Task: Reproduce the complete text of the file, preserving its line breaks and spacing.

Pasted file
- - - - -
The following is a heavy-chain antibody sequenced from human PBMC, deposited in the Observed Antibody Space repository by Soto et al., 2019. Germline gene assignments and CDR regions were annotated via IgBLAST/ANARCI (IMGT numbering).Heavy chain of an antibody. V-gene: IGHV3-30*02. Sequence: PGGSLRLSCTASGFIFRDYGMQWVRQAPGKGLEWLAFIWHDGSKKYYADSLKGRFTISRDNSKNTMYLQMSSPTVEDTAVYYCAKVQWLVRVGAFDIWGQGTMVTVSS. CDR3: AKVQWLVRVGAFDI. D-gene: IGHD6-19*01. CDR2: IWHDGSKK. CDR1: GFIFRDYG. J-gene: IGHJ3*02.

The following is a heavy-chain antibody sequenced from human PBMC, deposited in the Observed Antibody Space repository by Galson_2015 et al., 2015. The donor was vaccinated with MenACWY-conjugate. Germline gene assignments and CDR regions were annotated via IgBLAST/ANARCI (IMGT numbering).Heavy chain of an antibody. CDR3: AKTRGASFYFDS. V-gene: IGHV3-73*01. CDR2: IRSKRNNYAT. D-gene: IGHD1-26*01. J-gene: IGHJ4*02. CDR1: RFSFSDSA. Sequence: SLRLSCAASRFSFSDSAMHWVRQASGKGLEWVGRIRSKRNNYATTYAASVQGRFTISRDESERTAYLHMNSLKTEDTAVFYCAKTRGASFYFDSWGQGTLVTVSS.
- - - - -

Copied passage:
The following is a heavy-chain antibody sequenced from human PBMC, deposited in the Observed Antibody Space repository by Soto et al., 2019. Germline gene assignments and CDR regions were annotated via IgBLAST/ANARCI (IMGT numbering).Heavy chain of an antibody. V-gene: IGHV3-30*02. Sequence: PGGSLRLSCTASGFIFRDYGMQWVRQAPGKGLEWLAFIWHDGSKKYYADSLKGRFTISRDNSKNTMYLQMSSPTVEDTAVYYCAKVQWLVRVGAFDIWGQGTMVTVSS. CDR3: AKVQWLVRVGAFDI. D-gene: IGHD6-19*01. CDR2: IWHDGSKK. CDR1: GFIFRDYG. J-gene: IGHJ3*02.

The following is a heavy-chain antibody sequenced from human PBMC, deposited in the Observed Antibody Space repository by Galson_2015 et al., 2015. The donor was vaccinated with MenACWY-conjugate. Germline gene assignments and CDR regions were annotated via IgBLAST/ANARCI (IMGT numbering).Heavy chain of an antibody. CDR3: AKTRGASFYFDS. V-gene: IGHV3-73*01. CDR2: IRSKRNNYAT. D-gene: IGHD1-26*01. J-gene: IGHJ4*02. CDR1: RFSFSDSA. Sequence: SLRLSCAASRFSFSDSAMHWVRQASGKGLEWVGRIRSKRNNYATTYAASVQGRFTISRDESERTAYLHMNSLKTEDTAVFYCAKTRGASFYFDSWGQGTLVTVSS.